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Missing Facts About the Dakota Access Pipeline – Part II

peer reviewed health - Tom Shepstone ReportsTom Shepstone
Shepstone Management Company, Inc.


The Dakota Access Pipeline debate is far from what the press makes it seem. A Federal judge has laid bare the great fraud taking place.

I didn’t expect to be writing another post on the Dakota Access Pipeline controversy. It’s hard to improve on Jessica Sena’s post or the additional background from one of our readers, a North Dakotan fed up with “the distortion, the one-sided empathetic media coverage and the political correctness” surrounding the issue. Yesterday, though, another reader brought my attention to an article in Forbes citing a Federal judge’s decision on the matter. The decision denied an injunction sought by EarthJustice on the part the Sioux tribe fighting the project. Although it seems the decision is being ignored by the lawless Obama Justice Department, it lays bare the complete fraud this entire ginned-up issue really is.

The Dakota Access Pipeline isn’t about natural gas—the focus of this blog—but it is about fracking and rural development; two subjects close to our heart. We are following the debate for those reasons and because it illustrates, so vividly, the nature of the battles we fight over pipelines here in the Northeast. We are fighting also the same rich special interest foundations. EarthJustice, for example, is funded by the Park Foundation, the Energy Foundation, Google and the same cast of elitist characters after all. It was the lead in the battle over fracking in the New York courts. It’s always the same tiny group of well-funded extremists.

EarthJustice, together with its partners in the media, have made this a case about how a greedy pipeline company and co-opted Army Corps of Engineers have taken advantage of  Native Americans and want to run rampant through their burial grounds. It is a completely false narrative any reporter could have learned from Federal Judge James E. Boasberg’s decision, issued one week ago today. The fact almost none bother to check and continue to perpetuate a gigantic lie speaks to the utter and complete collapse of journalism in this country.

Dakota Access Pipeline

Lake Oahe Dam

Judge’s Boasberg’s 58-page decision denying an injunction (highlighted version here) to stop the completion of a pipeline already most built leaves no doubt about who is to blame, even though he begins and ends his narrative by acknowledging “the tragic history of the Great Sioux Nation’s repeated dispossessions at the hands of a hungry and expanding early America” and even cites Bury My Heart at Wounded Knee. Here’s some of what reporters are simply not telling us (emphasis added):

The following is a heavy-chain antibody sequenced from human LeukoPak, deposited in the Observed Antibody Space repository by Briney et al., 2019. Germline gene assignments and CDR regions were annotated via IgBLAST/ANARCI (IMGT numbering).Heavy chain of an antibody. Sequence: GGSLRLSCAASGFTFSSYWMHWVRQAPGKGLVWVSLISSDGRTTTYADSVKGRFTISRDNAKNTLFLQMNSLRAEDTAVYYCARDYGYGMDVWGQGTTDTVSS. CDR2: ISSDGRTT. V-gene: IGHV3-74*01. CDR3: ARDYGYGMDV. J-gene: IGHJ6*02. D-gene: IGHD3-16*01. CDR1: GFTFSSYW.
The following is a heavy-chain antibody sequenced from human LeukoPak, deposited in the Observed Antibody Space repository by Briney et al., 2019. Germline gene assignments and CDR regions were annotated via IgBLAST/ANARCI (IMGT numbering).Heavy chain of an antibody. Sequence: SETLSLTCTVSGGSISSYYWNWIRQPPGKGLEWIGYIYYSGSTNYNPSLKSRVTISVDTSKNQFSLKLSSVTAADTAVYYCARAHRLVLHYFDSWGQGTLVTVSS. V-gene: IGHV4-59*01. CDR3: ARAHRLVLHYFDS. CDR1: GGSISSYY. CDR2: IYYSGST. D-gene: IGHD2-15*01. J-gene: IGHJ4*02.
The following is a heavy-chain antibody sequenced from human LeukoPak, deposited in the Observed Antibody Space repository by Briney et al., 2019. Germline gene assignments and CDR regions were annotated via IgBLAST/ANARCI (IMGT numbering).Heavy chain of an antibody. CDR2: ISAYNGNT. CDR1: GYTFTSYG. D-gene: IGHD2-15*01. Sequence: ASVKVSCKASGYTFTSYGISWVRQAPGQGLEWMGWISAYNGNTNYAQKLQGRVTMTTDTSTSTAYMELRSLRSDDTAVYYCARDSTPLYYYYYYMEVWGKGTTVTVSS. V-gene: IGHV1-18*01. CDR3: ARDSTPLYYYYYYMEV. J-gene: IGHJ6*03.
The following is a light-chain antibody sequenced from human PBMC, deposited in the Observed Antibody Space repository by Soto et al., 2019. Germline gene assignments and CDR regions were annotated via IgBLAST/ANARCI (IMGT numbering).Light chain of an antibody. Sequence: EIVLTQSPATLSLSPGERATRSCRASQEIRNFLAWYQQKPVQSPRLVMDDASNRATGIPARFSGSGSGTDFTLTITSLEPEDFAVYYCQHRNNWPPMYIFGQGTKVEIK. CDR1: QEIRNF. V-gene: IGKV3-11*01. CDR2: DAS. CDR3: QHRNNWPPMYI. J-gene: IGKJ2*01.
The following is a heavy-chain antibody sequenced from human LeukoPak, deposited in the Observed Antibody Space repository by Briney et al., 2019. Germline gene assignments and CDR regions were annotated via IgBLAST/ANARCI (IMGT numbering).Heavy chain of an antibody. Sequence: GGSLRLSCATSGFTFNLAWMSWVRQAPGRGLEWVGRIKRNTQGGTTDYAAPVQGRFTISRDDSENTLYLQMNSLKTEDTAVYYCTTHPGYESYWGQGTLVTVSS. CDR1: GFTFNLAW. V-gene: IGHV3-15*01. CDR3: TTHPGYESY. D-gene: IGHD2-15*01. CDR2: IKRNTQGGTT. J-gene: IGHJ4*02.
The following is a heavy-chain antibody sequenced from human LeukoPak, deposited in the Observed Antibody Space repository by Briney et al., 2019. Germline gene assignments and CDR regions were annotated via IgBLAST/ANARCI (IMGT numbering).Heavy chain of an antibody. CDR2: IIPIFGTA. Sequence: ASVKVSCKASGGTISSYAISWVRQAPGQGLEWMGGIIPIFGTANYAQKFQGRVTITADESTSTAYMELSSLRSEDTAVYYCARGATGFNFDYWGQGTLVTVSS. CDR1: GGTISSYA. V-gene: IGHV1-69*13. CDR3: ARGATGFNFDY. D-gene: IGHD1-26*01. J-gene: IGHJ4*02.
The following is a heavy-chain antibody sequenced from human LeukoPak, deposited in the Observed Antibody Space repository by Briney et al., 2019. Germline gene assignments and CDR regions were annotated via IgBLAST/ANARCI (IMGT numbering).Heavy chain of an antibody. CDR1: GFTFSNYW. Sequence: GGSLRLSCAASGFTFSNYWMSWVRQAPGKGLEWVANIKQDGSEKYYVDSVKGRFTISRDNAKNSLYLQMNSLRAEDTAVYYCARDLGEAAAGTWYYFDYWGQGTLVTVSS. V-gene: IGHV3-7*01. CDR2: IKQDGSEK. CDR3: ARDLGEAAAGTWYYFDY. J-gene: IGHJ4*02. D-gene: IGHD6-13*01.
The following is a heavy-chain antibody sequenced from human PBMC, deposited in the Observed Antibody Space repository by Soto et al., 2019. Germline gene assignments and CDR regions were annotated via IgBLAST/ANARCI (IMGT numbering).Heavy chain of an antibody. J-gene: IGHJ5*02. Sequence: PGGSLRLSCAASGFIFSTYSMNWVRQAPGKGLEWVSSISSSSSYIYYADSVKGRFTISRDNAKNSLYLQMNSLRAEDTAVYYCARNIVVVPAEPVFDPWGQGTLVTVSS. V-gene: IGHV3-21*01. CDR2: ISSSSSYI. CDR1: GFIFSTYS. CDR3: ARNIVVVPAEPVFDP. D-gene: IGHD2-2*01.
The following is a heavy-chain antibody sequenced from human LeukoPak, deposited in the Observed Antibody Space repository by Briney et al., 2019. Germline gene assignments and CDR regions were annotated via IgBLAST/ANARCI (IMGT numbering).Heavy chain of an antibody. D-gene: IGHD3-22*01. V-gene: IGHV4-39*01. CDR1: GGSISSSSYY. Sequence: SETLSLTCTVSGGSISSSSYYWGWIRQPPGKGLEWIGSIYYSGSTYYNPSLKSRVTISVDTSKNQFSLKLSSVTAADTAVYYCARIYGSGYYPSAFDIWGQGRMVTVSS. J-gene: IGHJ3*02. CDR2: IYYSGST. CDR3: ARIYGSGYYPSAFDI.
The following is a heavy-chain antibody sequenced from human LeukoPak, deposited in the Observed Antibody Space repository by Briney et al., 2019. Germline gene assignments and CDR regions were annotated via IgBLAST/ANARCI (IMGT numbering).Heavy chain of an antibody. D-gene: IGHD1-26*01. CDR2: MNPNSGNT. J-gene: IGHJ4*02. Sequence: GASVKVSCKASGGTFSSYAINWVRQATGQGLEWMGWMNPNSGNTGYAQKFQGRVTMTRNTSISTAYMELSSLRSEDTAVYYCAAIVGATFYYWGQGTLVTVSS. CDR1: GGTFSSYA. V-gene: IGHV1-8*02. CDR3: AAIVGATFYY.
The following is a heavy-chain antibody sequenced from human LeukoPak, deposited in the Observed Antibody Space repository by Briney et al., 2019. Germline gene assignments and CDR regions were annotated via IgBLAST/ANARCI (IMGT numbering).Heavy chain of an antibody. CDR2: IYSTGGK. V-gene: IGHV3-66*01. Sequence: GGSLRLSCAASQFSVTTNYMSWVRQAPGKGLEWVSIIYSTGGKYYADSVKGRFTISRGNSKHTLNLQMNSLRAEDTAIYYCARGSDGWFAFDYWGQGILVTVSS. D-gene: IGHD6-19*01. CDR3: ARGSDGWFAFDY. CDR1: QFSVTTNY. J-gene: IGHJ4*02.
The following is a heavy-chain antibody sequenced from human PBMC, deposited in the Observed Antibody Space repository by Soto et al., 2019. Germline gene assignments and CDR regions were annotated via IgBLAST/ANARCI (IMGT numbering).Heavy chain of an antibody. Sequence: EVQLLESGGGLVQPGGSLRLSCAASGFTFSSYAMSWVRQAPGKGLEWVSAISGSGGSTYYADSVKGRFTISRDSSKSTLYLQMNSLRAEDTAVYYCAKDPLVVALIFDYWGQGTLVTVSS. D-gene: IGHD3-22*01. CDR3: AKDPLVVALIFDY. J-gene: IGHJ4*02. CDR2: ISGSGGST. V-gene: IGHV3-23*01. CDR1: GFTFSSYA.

…the Standing Rock Sioux Tribe has sued the United States Army Corps of Engineers to block the operation of Corps permitting for the Dakota Access Pipeline (DAPL). The Tribe fears that construction of the pipeline, which runs within half a mile of its reservation in North and South Dakota, will destroy sites of cultural and historical significance. It has now filed a Motion for Preliminary Injunction, asserting principally that the Corps flouted its duty to engage in tribal consultations under the National Historic Preservation Act (NHPA) and that irreparable harm will ensue. After digging through a substantial record on an expedited basis, the Court cannot concur

Domestic oil pipelines, unlike natural-gas pipelines, require no general approval from the federal government. In fact, DAPL needs almost no federal permitting of any kind because 99% of its route traverses private land…

Despite this broad lawsuit, however, the Standing Rock Sioux now seek a preliminary injunction only on the alleged violation of the NHPA. That statute encompasses sites of cultural or religious significance to Indian tribes and requires that federal agencies consult with tribes prior to issuing permits that might affect these historic resources. The Tribe claims that the Corps did not fulfill this obligation before permitting the DAPL activities

To sum up, the NHPA requires that the Corps, prior to issuing a permit under the CWA or the RHA, consider the potential effect of that permitted activity on places of cultural or religious significance to Indian tribes…

In the summer of 2014, Dakota Access crafted the route that brought DAPL to Standing Rock’s doorstep… The plotted course almost exclusively tracked privately held lands and, in sensitive places like Lake Oahe, already-existing utility lines. As only 3% of the work needed to build the pipeline would ever require federal approval of any kind and only 1% of the pipeline was set to affect U.S. waterways, the pipeline could proceed largely on the company’s timeline.